About 15,500 people with an AIDS diagnosis died in 2010 in the United States, according to the CDC. In total, an estimated 650,000 people have died of AIDS in the United States since the disease was discovered in 1981. An estimated 36 million people have died worldwide from the epidemic.
Today, people with HIV do live longer than they used to, a trend that coincides with the increased availability of antiretroviral therapy, as well as the decline in new infections since the peak of the AIDS epidemic in 1997. However, no cure for HIV exists.
The flu may not sound very scary, but it kills far more people every year than Ebola does. The exact number of people who die each year from seasonal flu virus is the subject of much debate, but the CDC puts the average number of annual deaths in the United States somewhere between 3,000 and 49,000.
The large variation in yearly deaths arises because many flu deaths are not reported as such, so the CDC relies on statistical methods to estimate the number. Another reason for this wide range is that annual flu seasons vary in severity and length, depending on what influenza viruses are most prominent. In years when influenza A (H3N2) viruses are prominent, death rates are typically more than double what they are in seasons when influenza A (H1N1) or influenza B viruses predominate, according to the CDC.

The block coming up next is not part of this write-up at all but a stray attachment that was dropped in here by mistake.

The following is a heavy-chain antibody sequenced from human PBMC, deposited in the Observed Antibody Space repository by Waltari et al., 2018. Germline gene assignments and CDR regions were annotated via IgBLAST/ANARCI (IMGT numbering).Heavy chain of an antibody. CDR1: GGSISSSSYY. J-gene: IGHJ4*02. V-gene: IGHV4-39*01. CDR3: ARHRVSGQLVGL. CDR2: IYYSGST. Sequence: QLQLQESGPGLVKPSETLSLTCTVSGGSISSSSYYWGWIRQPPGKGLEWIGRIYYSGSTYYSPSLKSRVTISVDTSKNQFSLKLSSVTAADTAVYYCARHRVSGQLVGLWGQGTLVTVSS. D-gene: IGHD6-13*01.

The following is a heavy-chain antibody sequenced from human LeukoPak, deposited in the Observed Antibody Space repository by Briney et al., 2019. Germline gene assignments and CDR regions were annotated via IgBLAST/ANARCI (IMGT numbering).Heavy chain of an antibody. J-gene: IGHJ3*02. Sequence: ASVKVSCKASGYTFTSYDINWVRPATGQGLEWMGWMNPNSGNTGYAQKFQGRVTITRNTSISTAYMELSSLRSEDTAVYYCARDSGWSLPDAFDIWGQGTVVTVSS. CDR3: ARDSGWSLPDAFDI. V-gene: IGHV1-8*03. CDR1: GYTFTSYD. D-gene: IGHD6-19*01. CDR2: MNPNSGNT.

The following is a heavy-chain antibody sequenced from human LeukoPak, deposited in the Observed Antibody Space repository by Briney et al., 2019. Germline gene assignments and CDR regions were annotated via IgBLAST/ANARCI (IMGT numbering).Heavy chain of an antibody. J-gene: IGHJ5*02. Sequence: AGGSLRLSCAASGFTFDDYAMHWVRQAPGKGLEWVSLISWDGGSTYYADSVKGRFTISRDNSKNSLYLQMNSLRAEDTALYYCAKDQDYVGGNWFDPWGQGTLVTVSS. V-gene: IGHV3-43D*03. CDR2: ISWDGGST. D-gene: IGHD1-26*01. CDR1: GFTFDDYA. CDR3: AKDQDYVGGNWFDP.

A highly contagious virus, influenza sickens far more people than it kills, with an estimated 3 million to 5 million people becoming seriously ill yearly from influenza viruses. Worldwide, the flu causes an estimated 250,000 to 500,000 deaths every year, according to the World Health Organization (WHO).
Despite the relatively low mortality rate of the virus, public health professionals and doctors recommend annual flu shots to keep the risk of complications from influenza at bay.